When a princess with the power to turn things into ice curses her home in infinite winter, her sister, Anna teams up with a mountain man, his playful reindeer, and a snowman to change the weather condition.
The magically long-haired Rapunzel has spent her entire life in a tower, but now that a runaway thief has stumbled upon her, she is about to discover the world for the first time, and who she really is.
Determined to make her own path in life, Princess Merida defies a custom that brings chaos to her kingdom. Granted one wish, Merida must rely on her bravery and her archery skills to undo a beastly curse.
When Gru, the world's most super-bad turned super-dad has been recruited by a team of officials to stop lethal muscle and a host of Gru's own, He has to fight back with new gadgetry, cars, and more minion madness.
Anna, a fearless optimist, sets off on an epic journey - teaming up with rugged mountain man Kristoff and his loyal reindeer Sven - to find her sister Elsa, whose icy powers have trapped the kingdom of Arendelle in eternal winter. Encountering Everest-like conditions, mystical trolls and a hilarious snowman named Olaf, Anna and Kristoff battle the elements in a race to save the kingdom. From the outside Anna's sister, Elsa looks poised, regal and reserved, but in reality, she lives in fear as she wrestles with a mighty secret-she was born with the power to create ice and snow. It's a beautiful ability, but also extremely dangerous. Haunted by the moment her magic nearly killed her younger sister Anna, Elsa has isolated herself, spending every waking minute trying to suppress her growing powers. Her mounting emotions trigger the magic, accidentally setting off an eternal winter that she can't stop. She fears she's becoming a monster and that no one, not even her sister, can help her. Written by
DeAlan Wilson for ComedyE.com
The film spent 16 consecutive weeks as the number one film in Japan ever since it was released in that country on March 13, 2014. It eventually broke Spirited Away (2001)'s record as the highest grossing animated film in Japan on as well as the second highest grossing film in that country behind Titanic (1997). See more »
After Anna and Kristoff fall off the cliff, when he pops his upper body out of the snow, there's no displaced snow from his landing. See more »
It's no surprise that Disney has pulled out a new movie for the Disney Animated Features canon. Hastily, I checked out the film on opening day and had to see if what the critics said were true.
In a place called Arendelle, two sisters of royal heritage live a splendid life, until one day the older sister Elsa has difficulty controlling her cryokinesis (ice powers) that it ultimately strikes her own sister Anna, endangering her young sibling and herself. With their parents gone and fearing she may do more harm than good, Elsa flees Arendelle to start a new life at the cost of leaving her caring sister behind.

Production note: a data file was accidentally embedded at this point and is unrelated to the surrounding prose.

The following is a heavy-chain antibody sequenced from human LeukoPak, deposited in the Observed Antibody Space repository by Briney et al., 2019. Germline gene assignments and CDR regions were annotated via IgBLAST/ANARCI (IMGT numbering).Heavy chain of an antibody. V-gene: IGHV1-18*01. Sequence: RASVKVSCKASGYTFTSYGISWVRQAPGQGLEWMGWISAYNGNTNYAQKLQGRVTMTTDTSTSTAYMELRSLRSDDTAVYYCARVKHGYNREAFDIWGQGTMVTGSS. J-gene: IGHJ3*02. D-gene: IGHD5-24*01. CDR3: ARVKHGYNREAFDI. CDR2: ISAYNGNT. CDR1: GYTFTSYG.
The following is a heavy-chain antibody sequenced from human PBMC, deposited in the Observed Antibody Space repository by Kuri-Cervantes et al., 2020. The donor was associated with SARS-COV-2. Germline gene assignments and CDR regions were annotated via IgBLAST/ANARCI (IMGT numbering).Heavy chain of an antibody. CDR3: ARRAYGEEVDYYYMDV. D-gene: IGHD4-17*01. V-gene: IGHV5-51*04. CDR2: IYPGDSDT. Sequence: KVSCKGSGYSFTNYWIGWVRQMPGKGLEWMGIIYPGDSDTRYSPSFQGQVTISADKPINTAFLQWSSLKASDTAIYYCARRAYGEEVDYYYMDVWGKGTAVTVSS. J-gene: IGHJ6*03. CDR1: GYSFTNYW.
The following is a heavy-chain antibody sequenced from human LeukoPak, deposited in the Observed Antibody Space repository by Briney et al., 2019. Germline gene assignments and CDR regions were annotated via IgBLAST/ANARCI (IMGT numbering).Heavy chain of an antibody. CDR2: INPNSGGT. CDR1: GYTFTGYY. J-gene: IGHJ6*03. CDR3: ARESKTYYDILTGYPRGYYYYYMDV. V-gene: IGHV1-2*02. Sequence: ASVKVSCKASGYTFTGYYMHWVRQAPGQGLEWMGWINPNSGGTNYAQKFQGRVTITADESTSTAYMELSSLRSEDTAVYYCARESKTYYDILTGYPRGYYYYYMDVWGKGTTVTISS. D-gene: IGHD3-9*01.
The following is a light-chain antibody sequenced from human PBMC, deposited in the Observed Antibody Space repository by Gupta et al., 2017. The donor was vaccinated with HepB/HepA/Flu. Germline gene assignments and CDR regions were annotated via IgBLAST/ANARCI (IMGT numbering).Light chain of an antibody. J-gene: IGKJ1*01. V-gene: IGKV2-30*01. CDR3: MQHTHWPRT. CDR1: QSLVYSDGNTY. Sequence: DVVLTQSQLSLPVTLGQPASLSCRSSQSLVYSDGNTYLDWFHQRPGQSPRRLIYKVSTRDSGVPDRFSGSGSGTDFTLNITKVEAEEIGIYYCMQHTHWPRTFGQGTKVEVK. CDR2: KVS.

Since the film is loosely based on the works of Hans Christian Andersen (author of the story 'The Little Mermaid' which Disney eventually adapted back in 1989), I acknowledge that the critics were right and Disney has one-upped themselves with a compelling and heartfelt story of how the Snow Queen came to be. The voice cast which include Kristen Bell, Idina Menzel, Josh Gad, and Johnathan Groff portrayed characters with such ease and likability along with their unique talent in singing sympathetic, yet upbeat songs that may give chills (no pun intended) running down your spine most notably Idina Menzel's solo of "Let it Go." That is the exact impression I felt as a kid watching those classic Disney animated films like 'Beauty and the Beast,' 'Aladdin,' and 'The Lion King.' Now in my mid-20s and with this new "Revival Era," it seems 'Frozen' is matching the ranks of the Disney Renaissance that spawned those animated hits throughout the 1990s.
I felt a strong sympathy for these royal sisters of Arendelle. Anna cares very much for her troubled sister no matter what, and she'll do anything to strengthen their childhood bond again. The story itself intrigued me the most (even with an unexpected twist near the end, but I won't spoil it there) because it's basically the theme of "a bond long-since broken by fear and uncertainty, tries to be rekindled with the power of love and compassion." I literally heard the audience laugh, react, loudly applaud, and cheer that I can already sense Oscar nominations will not be ruled out. And on a personal note, it's good to point out that there are a few easter eggs referencing past Disney animated films hidden in some scenes, something that's been done since Walt Disney's lifetime and can be surprising if found. No doubt the DVD/Blu-ray release will also be a hit. A definite return to Disney's heyday of animation glory that happened over twenty years ago. 'Frozen' is a movie audiences - kids and adults young at heart - can relate to.
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